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Justin Langer revives his mom’s cancer journey

All that he faced has inspired him to do more for the cause.

Justin Langer
Justin Langer. (Photo by Paul Kane/Getty Images)

Australian cricket great Justin Langer recently went through a heartbreak as he lost his mom to cancer at the age of 68. Her six-year fight with ovarian cancer, the silent killer, took a final hold late last month. After the diagnosis, Langer had decided to spread cancer awareness alongside his mother.

Langer disclosed that his mom’s journey with cancer brought the family really close. He reflected upon the ups and downs throughout her treatment. He termed it an unusual experience, something he hadn’t imagined but also proved to be one he would cherish for the rest of his life.

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I was so scared

“It was a rare, unusual experience, but one I’ll treasure,” Langer recalled. “Even to mum’s last days, I was so scared what would happen in that last moment, that last breath,” he added.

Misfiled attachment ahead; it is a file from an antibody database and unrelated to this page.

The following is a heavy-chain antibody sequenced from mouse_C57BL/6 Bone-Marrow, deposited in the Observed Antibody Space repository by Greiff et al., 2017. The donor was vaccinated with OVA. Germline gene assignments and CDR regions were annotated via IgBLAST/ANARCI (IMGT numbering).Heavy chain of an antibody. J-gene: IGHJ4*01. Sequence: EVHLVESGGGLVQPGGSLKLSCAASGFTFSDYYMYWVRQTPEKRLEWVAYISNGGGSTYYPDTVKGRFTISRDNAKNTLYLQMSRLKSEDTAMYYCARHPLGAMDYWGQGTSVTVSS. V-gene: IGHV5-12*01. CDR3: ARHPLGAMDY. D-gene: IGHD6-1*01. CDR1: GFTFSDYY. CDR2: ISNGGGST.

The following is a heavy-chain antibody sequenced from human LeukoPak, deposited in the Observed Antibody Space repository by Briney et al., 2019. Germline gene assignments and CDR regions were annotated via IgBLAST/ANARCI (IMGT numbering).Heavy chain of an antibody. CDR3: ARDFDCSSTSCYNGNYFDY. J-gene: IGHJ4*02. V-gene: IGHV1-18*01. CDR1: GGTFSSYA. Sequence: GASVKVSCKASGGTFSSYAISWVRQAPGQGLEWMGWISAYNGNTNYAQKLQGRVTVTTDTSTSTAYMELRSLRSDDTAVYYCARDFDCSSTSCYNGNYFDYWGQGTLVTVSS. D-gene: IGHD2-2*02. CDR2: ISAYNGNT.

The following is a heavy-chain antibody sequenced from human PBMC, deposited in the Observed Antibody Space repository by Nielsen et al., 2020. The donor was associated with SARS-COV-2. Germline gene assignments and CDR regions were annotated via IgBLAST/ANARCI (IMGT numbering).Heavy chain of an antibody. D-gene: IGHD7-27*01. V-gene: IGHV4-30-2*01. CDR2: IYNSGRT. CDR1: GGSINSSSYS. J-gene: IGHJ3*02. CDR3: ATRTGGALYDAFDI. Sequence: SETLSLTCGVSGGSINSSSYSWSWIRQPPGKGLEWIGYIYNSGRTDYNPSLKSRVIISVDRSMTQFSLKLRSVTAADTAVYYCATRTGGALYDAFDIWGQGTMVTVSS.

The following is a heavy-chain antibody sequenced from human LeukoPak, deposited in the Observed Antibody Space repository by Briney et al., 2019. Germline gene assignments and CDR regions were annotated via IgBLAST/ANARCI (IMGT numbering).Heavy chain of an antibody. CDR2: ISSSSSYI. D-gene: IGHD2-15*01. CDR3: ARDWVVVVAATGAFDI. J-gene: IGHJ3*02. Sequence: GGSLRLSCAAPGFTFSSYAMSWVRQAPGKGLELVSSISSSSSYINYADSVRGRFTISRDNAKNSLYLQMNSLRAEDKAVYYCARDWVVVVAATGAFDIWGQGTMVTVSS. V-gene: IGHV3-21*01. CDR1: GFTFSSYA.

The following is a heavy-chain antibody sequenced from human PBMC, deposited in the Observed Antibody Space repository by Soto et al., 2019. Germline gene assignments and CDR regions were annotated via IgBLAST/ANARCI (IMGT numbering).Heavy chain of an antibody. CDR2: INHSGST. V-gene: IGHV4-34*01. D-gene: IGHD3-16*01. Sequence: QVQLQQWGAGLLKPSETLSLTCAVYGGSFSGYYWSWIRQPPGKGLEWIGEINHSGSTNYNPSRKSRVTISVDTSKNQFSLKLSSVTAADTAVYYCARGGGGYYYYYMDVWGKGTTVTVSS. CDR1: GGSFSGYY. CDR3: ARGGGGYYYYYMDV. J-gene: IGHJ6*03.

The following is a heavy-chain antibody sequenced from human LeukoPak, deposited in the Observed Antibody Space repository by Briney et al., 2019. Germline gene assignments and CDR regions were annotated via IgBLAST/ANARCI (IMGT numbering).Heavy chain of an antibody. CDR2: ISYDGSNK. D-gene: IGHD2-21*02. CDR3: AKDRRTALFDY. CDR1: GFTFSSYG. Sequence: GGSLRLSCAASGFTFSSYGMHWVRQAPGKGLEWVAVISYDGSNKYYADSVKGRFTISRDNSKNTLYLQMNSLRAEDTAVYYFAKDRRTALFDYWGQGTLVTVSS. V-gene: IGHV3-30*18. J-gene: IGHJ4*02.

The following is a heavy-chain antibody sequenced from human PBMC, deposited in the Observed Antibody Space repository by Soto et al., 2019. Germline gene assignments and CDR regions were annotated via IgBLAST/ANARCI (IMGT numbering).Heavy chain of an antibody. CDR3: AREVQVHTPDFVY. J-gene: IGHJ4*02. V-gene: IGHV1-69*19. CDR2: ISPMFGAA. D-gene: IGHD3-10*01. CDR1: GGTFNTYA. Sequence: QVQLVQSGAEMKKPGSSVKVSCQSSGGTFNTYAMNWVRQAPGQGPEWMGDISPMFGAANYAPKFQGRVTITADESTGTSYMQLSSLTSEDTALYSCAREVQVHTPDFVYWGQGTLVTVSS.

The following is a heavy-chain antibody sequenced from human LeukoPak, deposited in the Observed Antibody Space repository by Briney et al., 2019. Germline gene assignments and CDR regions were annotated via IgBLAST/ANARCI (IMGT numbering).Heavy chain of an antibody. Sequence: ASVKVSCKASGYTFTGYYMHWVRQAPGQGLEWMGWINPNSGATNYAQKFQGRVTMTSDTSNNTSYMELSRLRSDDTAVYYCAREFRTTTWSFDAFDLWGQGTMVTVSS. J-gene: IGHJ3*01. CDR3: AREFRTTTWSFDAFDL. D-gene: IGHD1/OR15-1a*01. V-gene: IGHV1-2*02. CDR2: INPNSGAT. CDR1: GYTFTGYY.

“But all those experiences we had together as a family were part of the human cycle of life. If she was able to opt for that (death) in times of pain or sickness, we wouldn’t have had that extra two years together, extra year or six months, or even those last two weeks.”

He spoke in the St Joseph’s Church in Subiaco for the first time since he delivered his toughest speech, i.e. the eulogy for his mother Joy-Anne this month. He had written it all by himself. Langer, also the coach of Western Australia team had to miss a total of four Sheffield Shield matches last season to be with his mother.

He said that Buddhist meditation had helped him cope and was adamant his Catholic faith had strengthened during his mother’s battle, and with the sudden loss in April of his best friend, businessman Ben Beale.

Comfort from faith

“I get a lot of comfort from my faith and this church,” the father of four daughters said, showing the rosary beads he carries with him. “The church keeps me grounded and makes me feel strong.”

Justin Langer goes back to the time where he learnt the news of his mother’s diagnosis and couldn’t control his tears. He was the batting coach of the Australian team then as they were on a tour to South Africa.

“I couldn’t sit face-to-face because I was too emotional and we had a few tears. But at the end of it she gave me some advice that maybe it had to be a bit happier. As always, right to her last advice, it was how I could do it better.

“In a way, cancer was a gift because we had the chance to say goodbye and say thank you. Nothing was left unsaid.”

He’s also an ambassador for Solaris Cancer Care. All that he faced has inspired him to do more for the cause.

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